Ten University of Adelaide research projects have received a combined $4.1 million from the Australian Research Council’s Discovery Early Career Research Award (DECRA) scheme.
The projects to receive funding are:
- Dr Andrew Merdith: Earth’s mid-life crisis – Examines the state and nature of the Earth’s climate, topography, geography, erosion, carbon cycle and oxygen cycle, from one billion to 538.8 million years ago (the Neoproterozoic Era). Funding awarded: $357,299
- Dr Pengtang Wang: Heterogeneous Molecular Catalysts for Carbon Dioxide Conversion – Converting carbon dioxide (CO2) into value-added fuels and chemicals. Funding awarded: $431,318
- Dr Fatwa Adikusuma: Developing CRISPR Prime Editing for highly efficient precise gene editing – Improving performance in gene editing technology to generate specific genome modifications in cells and organisms. Funding awarded: $458,238
- Dr Yun Liu: Bio-inspired nanomaterials with tunable drug loading and controlled release – Develop new nanotechnology strategies for advanced manufacturing. Funding awarded: $444,318
- Dr Daniel Brown: Gravitational wave detectors for observing the Cosmic Dawn – Build upon research into the workings of the universe by addressing challenges facing future gravitational wave detectors. Funding awarded: $368,818
- Dr Chao Ye: Developing advanced potassium-sulphur batteries for scalable energy storage – Developing atomic-level engineering of host materials for sulphur, K metal anode and solid electrolyte. Funding awarded: $420,818
- Dr Junnan Hao: Designing advanced Zn-ion batteries towards practical applications – Design novel cathodes with a new-type mechanism and highly-reversible Zn anodes. Funding awarded: $456,318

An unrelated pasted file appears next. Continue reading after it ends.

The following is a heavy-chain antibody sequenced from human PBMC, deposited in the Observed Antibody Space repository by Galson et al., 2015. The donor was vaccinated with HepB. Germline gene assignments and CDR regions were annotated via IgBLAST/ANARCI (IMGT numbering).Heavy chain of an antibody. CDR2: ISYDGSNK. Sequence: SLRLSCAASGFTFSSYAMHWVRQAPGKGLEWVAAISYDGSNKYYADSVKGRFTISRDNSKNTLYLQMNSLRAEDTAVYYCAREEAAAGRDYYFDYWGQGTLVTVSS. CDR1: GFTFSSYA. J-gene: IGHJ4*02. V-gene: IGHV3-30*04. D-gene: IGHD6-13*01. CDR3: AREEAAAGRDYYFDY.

- Dr Amanda Choo: Facilitating control of Queensland fruit fly and other insect pests – Developing a male-only sterile release strain for fruit flies. Funding awarded:$423,659
- Dr Wenhao Ren: Cooperative Single Atom Catalysts for Zn-CO2 Batteries – Develop carbon-neutral CO2 electrolysers with low cost and high energy efficiency. Funding awarded: $394,318
- Dr George Opie: Investigating neuronal oscillations and motor function in adults – Identify changes in brain function that contribute to age-related reductions in movement control. Funding awarded: $435,298
In addition, Dr Andy Boes – who joined the University of Adelaide from the Royal Melbourne Institute of Technology (RMIT) in April – was awarded $456,354 for his project, “Precision Rulers for the Visible – Chip Scale Optical Frequency Combs”, which aims to create a photonic chip technology that will produce extremely accurate measurements.
“These projects are shining examples of the type of ground-breaking research that is occurring at the University of Adelaide,” Professor Anton Middelberg, Deputy Vice-Chancellor (Research) said.
“Finding solutions to some of the world’s most pressing challenges is at the forefront of what we as a global institution aim to achieve.”
The full list of successful projects can be found on the ARC website .